Bill Knapp is a managing director at the political consulting firm SKDKnickerbocker and has been a media strategist to five presidential and numerous other political campaigns.
As the presidential election heats up, we’re hearing a lot about what’s wrong in America. But the rhetoric doesn’t match reality. Amazingly good things are happening in our country. Let’s consider just a few of the topics that people typically point to as “problem areas” — jobs, inequality, education and poverty — and see why there is cause for hope.
First, America is a job-creation machine. From 1950 to 2010 the number of full- and part-time workers in the United States rose by 92 million. Over that period, while our population doubled, our workforce increased 2.47 times. Essentially, we are creating more jobs than people.
But here’s the amazing fact. Our job market has accommodated over 40 million more women in the workforce since 1960. The number of full-time, year-round women in the workforce has grown more than 350 percent, to 42.8 million workers, according to 2010 Census data. And the median income for year-round female workers has increased to $42,839, about $5,000 short of full-time, year-round male workers at $47,715. Since 1967, the year the Census Bureau started to report these data, women in the workforce have grown by 27.7 million jobs, men by 19.7 million. Women are the big winners in terms of job growth.
Yet we barely notice this remarkable job growth record and transformative social phenomenon.
There is a lot of talk about the “99 percent” vs. the “1 percent.” The rich have always been disproportionate owners of the total wealth. But an entire intellectual and political infrastructure is used to exaggerate and distort income disparity. A fact from the 2010 Census: Since 1967, median household income has grown in all income levels above $75,000 and has decreased in all income levels below that threshold. The largest increase is among those making $100,000 to $149,999 a year — a threefold increase. Those in the highest quintile account for 50.2 percent of total U.S. household income, with a mean of $169,633. That share of household income was 43.6 percent in 1967 and in 2001 broke the 50 percent mark. Should we be concerned by this consolidation of wealth? Maybe. But we’re not quite in need of the French Revolution.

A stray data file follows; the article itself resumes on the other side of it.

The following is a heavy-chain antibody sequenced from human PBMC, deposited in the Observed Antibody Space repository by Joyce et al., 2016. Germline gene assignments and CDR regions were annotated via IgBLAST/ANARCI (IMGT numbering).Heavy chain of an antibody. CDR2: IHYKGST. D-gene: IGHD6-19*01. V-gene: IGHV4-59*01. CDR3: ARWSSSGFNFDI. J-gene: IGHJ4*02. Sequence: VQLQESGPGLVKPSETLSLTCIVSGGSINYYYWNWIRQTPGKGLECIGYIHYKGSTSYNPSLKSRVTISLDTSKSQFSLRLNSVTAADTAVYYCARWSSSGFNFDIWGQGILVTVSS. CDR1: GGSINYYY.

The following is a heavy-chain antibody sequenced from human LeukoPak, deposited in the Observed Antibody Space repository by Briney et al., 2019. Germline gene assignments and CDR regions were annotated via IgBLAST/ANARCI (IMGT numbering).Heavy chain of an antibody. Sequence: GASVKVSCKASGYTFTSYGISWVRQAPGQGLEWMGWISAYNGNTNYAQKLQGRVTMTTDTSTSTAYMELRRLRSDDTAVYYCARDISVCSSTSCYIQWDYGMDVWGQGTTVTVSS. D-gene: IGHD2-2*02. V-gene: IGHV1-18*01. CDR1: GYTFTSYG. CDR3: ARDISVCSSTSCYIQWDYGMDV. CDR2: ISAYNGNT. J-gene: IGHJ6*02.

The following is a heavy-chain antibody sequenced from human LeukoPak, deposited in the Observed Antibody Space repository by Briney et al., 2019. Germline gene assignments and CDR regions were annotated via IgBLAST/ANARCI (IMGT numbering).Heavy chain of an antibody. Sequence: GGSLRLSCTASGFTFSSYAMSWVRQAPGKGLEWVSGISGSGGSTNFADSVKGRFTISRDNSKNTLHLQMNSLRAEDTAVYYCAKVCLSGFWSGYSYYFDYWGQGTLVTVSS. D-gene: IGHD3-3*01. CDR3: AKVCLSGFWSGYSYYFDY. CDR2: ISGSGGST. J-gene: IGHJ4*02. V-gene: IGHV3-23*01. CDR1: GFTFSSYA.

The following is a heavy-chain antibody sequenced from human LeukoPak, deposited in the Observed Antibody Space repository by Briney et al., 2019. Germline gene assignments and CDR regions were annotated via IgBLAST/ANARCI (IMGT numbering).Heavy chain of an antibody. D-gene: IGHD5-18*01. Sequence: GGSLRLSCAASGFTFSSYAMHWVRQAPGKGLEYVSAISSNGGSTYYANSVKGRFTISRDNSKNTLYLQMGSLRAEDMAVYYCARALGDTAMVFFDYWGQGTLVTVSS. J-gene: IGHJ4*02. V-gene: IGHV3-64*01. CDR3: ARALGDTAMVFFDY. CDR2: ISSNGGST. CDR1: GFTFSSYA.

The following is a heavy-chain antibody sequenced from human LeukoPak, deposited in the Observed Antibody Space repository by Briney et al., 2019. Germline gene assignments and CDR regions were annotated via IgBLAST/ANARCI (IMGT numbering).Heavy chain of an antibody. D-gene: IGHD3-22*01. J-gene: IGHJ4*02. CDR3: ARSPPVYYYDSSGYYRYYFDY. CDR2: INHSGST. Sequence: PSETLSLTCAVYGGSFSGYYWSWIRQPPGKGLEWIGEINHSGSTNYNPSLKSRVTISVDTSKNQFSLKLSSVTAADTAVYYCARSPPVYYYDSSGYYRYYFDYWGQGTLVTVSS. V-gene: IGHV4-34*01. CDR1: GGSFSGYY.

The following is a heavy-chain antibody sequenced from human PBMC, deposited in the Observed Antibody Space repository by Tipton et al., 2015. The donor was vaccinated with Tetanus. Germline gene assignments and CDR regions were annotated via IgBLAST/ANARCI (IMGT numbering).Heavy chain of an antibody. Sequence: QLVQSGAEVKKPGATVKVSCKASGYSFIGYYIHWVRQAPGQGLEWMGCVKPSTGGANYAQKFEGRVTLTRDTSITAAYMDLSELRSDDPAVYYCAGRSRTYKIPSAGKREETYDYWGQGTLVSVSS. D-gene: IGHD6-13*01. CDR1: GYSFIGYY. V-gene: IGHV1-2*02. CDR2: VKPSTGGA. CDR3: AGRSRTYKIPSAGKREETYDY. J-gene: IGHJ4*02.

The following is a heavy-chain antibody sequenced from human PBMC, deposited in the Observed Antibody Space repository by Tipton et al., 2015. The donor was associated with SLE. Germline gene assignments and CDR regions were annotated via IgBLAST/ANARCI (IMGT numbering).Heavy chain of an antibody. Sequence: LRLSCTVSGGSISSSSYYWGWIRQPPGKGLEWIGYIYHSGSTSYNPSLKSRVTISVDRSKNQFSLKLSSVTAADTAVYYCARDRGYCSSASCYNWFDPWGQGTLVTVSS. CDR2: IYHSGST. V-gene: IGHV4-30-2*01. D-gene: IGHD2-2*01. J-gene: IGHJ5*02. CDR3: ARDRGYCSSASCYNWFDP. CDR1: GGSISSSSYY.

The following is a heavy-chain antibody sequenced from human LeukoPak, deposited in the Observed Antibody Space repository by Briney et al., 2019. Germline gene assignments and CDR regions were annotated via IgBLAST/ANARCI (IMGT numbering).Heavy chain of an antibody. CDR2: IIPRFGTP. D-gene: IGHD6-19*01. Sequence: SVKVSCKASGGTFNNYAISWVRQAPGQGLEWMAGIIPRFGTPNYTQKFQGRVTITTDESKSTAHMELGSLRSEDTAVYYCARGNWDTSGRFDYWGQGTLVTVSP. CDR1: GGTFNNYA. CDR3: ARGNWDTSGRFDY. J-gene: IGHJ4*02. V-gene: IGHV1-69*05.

Another often-cited “proof” of inequality in America is the share of national income earned by the top 1 percent. In 1968 it was 11 percent; in 1988, 15 percent; and, according to the IRS, in 2008 it was 21 percent. As of 2009, it had fallen to 17 percent. There is widespread misunderstanding about whom the top 1 percent of earners really means. According to the Urban-Brookings Tax Policy Center, in 2011 the 1 percenter made $532,613 in annual cash income. In 2004, the 1 percent made $459,247 cash income. When you adjust for family size, the top 1 percent made, on average, $335,779 a year. This is not small change, but it’s a far cry from the Robber Barons and the inequality of the Gilded Age.
If there is an income divide in America it is over education, and this makes sense: People who are better educated should make more money. The 2010 Census shows that since 2002, among those 25 or older, the number of people with a bachelor’s degree rose 16 percent, to 47.7 million. The median income for a male with a bachelor’s degree or more is $63,265. That same cohort with full-time employment increases the median to $71,778.
Education pays. In 1979, the median income of college graduates was 36 percent more than high school graduates. In 2010, the median income for a college grad was over 79 percent more than his high school counterpart, according the Census Bureau. And here is the real, hidden optimistic point: As a nation we have never been better educated. In 1940, only a quarter of Americans 25 and older had achieved a high school degree or higher. In 2009, that number was close to 90 percent. The increase in the percentage of Americans who have had some college experience rose from 10 percent in 1940 to 56 percent in 2009.